The Hate Race reviewed by Michelle


Maxine Clarke is smart, she has a few good friends, great parents and siblings so surely her childhood and adolescence would be a breeze, she has so much going for her!  But, growing up is filled with challenges and obstacles.  Hormones, social cliques, peer pressure – it is all hard.  Maxine shares her memoir, growing up in Sydney with all the typical challenges that we all remember growing up…. instead Maxine is also subjected to racism. Every single day.  Now you might be thinking what I thought, ‘what time is this story set?’ The shocking aspect of Maxine’s story is that it’s now.  Maxine grew up in the 80s and even now as a grown woman she still gets the odd comment as she walks the streets of suburban Australia to take her child to school.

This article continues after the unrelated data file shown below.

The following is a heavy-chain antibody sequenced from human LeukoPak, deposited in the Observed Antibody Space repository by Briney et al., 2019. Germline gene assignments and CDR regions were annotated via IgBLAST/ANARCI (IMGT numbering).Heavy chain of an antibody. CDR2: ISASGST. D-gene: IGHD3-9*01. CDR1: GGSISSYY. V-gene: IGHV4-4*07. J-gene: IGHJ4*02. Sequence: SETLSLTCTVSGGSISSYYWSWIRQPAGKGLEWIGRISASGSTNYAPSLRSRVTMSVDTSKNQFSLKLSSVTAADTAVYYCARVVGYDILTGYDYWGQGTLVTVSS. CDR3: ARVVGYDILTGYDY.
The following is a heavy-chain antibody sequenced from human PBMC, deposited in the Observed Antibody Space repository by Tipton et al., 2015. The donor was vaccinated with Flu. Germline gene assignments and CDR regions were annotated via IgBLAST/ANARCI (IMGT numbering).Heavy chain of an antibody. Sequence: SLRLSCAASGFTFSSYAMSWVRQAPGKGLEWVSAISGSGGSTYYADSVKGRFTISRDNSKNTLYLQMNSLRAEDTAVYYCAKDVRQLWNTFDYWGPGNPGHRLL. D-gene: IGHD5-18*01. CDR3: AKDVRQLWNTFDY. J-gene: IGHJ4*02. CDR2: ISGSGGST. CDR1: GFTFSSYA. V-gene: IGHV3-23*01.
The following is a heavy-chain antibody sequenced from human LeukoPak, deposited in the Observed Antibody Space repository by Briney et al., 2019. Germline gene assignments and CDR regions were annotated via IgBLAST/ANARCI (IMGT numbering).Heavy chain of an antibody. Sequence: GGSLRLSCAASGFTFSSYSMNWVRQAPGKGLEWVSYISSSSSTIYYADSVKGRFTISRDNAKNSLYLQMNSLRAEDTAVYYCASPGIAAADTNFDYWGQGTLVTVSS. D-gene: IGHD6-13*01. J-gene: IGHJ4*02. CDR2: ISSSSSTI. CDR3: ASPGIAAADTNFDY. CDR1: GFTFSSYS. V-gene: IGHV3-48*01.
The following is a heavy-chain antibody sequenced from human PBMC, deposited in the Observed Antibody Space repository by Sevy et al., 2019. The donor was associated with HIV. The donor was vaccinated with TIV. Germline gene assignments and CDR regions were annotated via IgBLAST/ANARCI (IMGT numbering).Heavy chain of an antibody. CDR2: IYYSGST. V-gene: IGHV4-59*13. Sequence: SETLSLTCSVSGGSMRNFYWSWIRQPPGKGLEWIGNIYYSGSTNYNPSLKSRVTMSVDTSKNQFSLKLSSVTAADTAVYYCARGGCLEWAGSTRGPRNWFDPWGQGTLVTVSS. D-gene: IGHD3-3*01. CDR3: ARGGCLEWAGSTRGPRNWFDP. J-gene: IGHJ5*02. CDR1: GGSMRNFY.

This memoir is beautifully written and as the reader you are on a journey with Maxine the whole way though.  It’s touching, funny, heartbreaking and paints an honest picture of how the power of words and actions can truly break and affect another person.  I implore you to read this brilliant novel and do so with a box of tissues close by.

Maxine’s story is one that needs to be shared, so that as a society we can take pause and realise that collectively we are all the same. We are all one race – the human race and that it is time for discrimination, inequality and racism to be done with.  In her memoir Maxine mentions and quotes Martin Luther King Jr and his dream that ‘children will one day live in a nation where they will not be judged by the color of their skin, but by the content of their character.’  It saddens me that we aren’t quite there yet, but I can still hope and dream that one day we’ll get there.

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